Sufi shrines bulldozed by ‘Salafis’ in Libyan capital

Sufi shrines bulldozed by ‘Salafis’ in Libyan capital

Sufi shrines bulldozed by ‘Salafis’ in Libyan capital

A shrine in Tripoli has been partly destroyed, the latest in a series of attacks blamed on ultra-conservative Salafis. Salafists regard the shrines as idolatrous.

Attackers bulldozed a mosque containing Sufi Muslim graves in the Libyan capital on Aug. 25, one day after hardliners razed a similar shrine and library elsewhere in the country.

It was not immediately clear who was behind Saturday’s attack, the third on a Sufi shrine in Tripoli in recent months, although officials have blamed past vandalism on Islamic hardliners, some of whom are followers of the ultraconservative Salafi doctrine.

One of Libya’s highest-profile cultural clashes since the toppling of Moammar Gadhafi has been between followers of the mystical Sufi tradition and ultra-conservative Salafis, who say Islam should return to the simple ways followed by its prophet. 

Salafis have formed a number of armed brigades in Libya. They reject as idolatrous many Sufi devotions - which include dancing and the building of shrines to venerated figures.

The demolition of the large Sha’ab mosque happened in broad daylight, drawing condemnation from government officials and Libyans.

The Sha’ab mosque housed close to 50 Sufi graves inside and, outside, the tombs of Libyan Sufi scholar Abdullah al-Sha’ab and a martyr who fought Spanish colonialists.

 On Aug. 25 attackers razed the revered resting place of Abdel Salam al-Asmar in Zlitan, about 160 kilometers west of the capital, and also set fire to a historic library in a nearby mosque, ruining thousands of books.

Security officials closed the road leading to the shrines and mosque but did not intervene to stop the men from attacking the mosque hours later. Police were seen instead protecting a nearby hotel.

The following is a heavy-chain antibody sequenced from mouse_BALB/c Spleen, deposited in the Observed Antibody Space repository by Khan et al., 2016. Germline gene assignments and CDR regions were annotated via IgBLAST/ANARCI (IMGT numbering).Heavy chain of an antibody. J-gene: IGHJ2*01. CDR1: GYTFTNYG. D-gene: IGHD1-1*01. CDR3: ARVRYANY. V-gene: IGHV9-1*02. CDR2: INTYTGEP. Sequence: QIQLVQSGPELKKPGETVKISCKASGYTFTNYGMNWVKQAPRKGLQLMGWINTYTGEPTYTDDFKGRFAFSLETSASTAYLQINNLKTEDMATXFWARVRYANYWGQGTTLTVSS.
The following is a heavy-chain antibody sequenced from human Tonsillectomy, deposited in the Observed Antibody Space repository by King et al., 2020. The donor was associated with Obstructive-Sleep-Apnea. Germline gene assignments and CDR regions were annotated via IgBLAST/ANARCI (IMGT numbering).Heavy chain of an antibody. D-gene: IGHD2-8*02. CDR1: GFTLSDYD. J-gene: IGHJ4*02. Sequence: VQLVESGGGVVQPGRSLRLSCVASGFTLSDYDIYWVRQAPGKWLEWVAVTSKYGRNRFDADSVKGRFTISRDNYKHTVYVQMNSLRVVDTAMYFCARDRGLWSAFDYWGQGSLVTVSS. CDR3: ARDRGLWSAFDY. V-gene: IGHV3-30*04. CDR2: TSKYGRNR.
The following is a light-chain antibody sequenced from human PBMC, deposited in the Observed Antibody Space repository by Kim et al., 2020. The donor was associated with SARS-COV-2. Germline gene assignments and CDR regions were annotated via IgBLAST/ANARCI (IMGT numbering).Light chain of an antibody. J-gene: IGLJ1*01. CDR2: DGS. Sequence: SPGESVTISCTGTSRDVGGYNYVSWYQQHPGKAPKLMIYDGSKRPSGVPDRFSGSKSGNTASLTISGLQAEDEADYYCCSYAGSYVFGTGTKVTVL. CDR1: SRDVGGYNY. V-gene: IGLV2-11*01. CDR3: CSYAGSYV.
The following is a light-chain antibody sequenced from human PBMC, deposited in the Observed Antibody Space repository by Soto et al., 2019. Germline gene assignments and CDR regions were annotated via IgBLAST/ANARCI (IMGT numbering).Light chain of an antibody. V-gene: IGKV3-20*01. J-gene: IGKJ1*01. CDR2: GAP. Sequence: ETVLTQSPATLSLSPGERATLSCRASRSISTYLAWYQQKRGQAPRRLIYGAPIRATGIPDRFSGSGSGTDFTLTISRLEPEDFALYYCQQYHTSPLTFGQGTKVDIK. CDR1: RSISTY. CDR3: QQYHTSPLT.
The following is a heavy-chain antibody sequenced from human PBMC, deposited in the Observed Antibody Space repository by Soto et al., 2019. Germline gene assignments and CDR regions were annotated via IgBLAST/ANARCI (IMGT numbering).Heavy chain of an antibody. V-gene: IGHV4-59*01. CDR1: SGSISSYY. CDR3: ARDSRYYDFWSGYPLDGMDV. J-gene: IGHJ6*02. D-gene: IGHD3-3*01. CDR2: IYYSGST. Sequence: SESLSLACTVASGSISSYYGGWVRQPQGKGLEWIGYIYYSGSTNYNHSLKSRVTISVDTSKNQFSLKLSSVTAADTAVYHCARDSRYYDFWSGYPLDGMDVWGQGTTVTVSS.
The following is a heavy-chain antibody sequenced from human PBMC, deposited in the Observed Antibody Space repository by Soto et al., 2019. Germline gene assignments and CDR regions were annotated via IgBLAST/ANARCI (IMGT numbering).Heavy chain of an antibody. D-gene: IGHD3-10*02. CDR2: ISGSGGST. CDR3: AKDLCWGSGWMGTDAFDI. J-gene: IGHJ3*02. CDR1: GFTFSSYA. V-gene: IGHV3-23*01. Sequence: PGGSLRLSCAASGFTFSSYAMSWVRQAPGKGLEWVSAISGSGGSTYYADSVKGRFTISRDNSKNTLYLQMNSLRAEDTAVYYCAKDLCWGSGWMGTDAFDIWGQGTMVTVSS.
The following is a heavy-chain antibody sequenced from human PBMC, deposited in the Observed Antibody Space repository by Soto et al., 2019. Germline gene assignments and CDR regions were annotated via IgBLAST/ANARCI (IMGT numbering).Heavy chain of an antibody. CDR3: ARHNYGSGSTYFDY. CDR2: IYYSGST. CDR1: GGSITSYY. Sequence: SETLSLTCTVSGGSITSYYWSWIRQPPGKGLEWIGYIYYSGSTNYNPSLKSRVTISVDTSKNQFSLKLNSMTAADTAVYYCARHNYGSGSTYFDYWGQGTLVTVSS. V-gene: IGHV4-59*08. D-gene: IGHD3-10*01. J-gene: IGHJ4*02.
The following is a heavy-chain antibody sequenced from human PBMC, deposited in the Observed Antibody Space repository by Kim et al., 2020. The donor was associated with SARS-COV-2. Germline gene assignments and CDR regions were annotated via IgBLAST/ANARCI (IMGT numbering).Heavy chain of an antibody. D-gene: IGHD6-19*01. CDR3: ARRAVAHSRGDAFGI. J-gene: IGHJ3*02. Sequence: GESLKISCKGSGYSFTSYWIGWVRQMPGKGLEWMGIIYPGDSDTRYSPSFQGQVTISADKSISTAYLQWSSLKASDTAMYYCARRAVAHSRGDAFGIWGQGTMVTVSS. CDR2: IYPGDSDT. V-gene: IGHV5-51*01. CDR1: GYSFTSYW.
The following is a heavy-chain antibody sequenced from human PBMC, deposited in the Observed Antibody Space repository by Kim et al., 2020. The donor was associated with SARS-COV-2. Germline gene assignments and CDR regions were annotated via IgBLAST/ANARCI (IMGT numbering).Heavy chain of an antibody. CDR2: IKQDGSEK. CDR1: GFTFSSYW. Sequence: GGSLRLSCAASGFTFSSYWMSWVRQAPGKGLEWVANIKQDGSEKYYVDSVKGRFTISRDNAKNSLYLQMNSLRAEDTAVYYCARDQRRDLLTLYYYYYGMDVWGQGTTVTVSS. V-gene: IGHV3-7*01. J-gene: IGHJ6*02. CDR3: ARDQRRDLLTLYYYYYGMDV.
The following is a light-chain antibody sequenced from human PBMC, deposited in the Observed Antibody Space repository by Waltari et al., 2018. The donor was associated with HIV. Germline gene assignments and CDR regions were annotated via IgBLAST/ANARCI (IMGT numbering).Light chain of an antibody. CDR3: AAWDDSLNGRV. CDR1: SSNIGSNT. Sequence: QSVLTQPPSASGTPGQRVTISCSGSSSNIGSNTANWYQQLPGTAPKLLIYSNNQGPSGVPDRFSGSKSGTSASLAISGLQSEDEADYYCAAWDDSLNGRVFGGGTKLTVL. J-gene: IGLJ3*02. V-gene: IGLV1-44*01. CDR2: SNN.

The president of Libya’s newly elected National Congress, Mohamed al-Magariaf, called the prime minister to an emergency meeting yesterday, according to Al Jazeera. “What is truly regrettable and suspicious is that some of those who took part in these destruction activities are supposed to be of the security forces and from the revolutionaries,” Magariaf told reporters on Saturday night.

Meanwhile, national assembly members have called for the sacking of Defense Minister Osama Juili and Interior Minister Fawzi Abdelali over the security situation in the country, a member said. 

Libya’s Grand Mufti, Sheik Sadek al-Ghariani, condemned the vandalism and said it was the government’s responsibility to protect the graves. “No group outside of the government should use weapons and it is the responsibility of the government to provide security and prevent religious strife and division,” he said in a statement on Aug. 25.

Deputy Prime Minister Mustafa Abu Shagur, in remarks on Twitter, condemned the actions as “crimes” for which which the culprits should be held responsible. He had asked the defense and interior ministries to intervene “but they have not carried out their duty in protecting these sites.”

Compiled from AFP, AP and Reuters stories by the Daily News staff.